Social Media in the Interregnum: Survival Strategies

April 12, 2024

Ra’il l’Nasah Kiam

Looking at the current state of social media platforms, it is difficult not to conclude that their once-lauded ability to allow everyday people to “speak truth to power” has been severely curtailed. Between the intensification of the attention economy, the corresponding monetization of engagement metrics, the deliberate erosion of already-imperfect moderation practices, and the limited reach of alternative sites, social media users are facing intensifying challenges in their attempts to organize, to archive, and to connect.  

In this workshop, we will create a deliberate space to confront these antagonisms and sit with the contradictions of “trying to make a way out of no way.” More specifically, we will think through how we can begin to develop counter-technologies to the silencing and atomizing actions taken by these companies as the pursue their own interests. How can we maintain the networks that we have joined or created over the course of our online lives? How can we protect and amplify voices that slip through the cracks of various algorithms? How can we persevere the work that is done in these spaces for those communities and those moments in time that exist beyond the boundaries of the digital?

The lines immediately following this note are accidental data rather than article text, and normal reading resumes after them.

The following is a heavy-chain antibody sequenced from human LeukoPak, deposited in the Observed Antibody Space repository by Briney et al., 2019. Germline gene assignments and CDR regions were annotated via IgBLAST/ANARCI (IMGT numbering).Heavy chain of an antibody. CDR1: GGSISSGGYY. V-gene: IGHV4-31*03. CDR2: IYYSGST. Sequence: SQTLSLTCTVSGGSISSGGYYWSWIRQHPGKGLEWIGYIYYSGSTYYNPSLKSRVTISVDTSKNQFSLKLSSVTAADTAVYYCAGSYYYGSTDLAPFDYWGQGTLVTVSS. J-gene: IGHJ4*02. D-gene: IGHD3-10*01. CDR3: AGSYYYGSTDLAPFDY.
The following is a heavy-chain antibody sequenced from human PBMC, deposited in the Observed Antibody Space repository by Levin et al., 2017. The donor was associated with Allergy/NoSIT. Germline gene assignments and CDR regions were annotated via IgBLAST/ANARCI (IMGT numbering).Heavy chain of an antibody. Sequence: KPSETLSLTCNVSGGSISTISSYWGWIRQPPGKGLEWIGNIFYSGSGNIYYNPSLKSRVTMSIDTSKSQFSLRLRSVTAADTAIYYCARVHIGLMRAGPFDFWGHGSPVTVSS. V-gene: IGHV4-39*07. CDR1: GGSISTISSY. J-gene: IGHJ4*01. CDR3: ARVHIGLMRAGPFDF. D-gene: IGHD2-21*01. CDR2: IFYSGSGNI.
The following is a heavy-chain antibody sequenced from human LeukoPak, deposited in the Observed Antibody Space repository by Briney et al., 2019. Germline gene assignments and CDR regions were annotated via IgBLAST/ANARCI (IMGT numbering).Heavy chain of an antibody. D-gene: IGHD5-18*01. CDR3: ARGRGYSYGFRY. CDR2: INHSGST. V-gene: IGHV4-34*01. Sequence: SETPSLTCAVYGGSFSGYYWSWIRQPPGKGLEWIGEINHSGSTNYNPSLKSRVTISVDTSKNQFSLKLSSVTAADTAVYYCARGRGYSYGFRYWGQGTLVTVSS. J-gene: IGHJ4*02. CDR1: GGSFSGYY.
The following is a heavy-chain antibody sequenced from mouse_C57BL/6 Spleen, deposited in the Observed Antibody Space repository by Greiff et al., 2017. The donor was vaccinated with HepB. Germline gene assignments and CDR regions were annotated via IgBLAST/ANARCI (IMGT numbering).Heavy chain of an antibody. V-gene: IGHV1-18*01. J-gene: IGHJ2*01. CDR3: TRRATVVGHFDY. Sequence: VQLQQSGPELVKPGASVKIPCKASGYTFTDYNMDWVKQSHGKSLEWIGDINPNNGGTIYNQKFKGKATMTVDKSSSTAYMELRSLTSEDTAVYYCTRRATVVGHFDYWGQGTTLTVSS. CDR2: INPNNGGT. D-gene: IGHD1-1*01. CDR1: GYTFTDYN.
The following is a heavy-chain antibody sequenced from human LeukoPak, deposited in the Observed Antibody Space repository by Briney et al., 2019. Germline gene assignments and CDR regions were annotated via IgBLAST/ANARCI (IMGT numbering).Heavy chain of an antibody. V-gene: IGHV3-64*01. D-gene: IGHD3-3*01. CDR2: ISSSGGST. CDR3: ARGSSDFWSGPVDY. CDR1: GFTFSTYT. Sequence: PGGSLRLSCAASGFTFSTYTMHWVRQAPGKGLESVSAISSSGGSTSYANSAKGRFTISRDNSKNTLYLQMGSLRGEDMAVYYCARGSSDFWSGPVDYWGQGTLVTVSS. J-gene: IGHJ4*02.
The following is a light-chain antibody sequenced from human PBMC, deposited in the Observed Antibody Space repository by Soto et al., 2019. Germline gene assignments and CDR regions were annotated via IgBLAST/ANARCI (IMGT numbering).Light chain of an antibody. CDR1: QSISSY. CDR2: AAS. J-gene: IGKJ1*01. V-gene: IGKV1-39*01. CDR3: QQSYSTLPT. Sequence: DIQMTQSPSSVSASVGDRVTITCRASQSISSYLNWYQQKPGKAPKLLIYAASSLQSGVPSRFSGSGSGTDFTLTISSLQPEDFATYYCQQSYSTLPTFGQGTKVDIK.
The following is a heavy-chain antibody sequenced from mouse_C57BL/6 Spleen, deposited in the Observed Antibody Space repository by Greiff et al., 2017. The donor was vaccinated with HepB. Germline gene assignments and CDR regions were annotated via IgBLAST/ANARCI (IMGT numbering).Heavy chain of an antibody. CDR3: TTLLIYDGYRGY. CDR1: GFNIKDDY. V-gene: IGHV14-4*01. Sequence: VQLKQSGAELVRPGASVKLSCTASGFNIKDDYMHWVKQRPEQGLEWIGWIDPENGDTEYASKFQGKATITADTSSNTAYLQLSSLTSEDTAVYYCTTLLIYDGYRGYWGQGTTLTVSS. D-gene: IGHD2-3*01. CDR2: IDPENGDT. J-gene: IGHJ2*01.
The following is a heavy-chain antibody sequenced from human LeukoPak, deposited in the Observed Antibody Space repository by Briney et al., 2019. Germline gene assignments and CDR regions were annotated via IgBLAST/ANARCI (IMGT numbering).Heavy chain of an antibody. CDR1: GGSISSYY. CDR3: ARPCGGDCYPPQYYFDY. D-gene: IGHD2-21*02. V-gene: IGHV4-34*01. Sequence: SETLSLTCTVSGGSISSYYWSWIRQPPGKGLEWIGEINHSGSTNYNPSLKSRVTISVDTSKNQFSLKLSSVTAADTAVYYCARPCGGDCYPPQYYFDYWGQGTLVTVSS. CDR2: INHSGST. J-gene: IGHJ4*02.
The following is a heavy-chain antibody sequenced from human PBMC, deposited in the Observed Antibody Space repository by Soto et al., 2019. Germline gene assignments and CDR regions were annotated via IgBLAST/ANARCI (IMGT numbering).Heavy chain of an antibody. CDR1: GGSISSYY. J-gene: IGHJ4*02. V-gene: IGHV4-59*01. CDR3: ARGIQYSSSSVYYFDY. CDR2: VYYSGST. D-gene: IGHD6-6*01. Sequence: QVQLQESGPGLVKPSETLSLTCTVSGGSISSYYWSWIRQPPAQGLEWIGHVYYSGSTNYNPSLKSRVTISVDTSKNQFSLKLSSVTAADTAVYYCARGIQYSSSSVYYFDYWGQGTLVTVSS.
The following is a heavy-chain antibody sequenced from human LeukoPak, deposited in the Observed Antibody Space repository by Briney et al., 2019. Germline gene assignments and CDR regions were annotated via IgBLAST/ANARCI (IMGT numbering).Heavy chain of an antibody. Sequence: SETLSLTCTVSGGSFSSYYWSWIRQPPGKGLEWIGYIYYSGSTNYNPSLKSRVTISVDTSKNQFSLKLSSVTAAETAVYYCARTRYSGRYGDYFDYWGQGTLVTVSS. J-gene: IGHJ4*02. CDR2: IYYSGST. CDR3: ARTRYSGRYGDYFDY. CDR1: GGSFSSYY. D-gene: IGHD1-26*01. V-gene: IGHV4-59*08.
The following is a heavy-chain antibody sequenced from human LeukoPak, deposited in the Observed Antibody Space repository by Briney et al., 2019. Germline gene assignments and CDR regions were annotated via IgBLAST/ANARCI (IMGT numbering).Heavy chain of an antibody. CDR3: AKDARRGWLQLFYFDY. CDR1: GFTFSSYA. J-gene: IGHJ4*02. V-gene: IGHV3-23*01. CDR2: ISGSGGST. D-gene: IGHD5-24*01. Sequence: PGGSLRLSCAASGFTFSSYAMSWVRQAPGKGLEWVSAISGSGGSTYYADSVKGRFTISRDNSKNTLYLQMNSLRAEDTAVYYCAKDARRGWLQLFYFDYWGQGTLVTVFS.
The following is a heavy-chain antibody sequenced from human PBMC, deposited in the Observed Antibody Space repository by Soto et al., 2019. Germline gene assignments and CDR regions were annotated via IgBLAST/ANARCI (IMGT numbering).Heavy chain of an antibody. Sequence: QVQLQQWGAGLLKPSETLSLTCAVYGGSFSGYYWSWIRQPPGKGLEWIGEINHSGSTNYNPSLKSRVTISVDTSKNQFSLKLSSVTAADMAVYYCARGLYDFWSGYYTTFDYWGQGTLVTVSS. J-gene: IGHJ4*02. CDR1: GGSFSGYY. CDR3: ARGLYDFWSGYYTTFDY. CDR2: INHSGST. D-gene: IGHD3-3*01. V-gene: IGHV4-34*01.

David Kim, Associate with Gladstein, Reif, and Meginniss

May 3, 2024

Mr. Kim was an Assistant Attorney General in the fellowship program at the Massachusetts Attorney General’s Office, where he specialized in consumer protection and administrative law matters. He received his juris doctor from Harvard Law School. During law school, he was a member of the Harvard Legal Aid Bureau and represented clients in housing and employment matters. After graduation, he clerked for Justice Kimberly S. Budd of the Massachusetts Supreme Judicial Court. Prior to law school, he worked as an investigator for the Orleans Public Defenders and as a legal assistant for a civil rights law practice in New York City. He received his bachelor’s degree from Harvard College.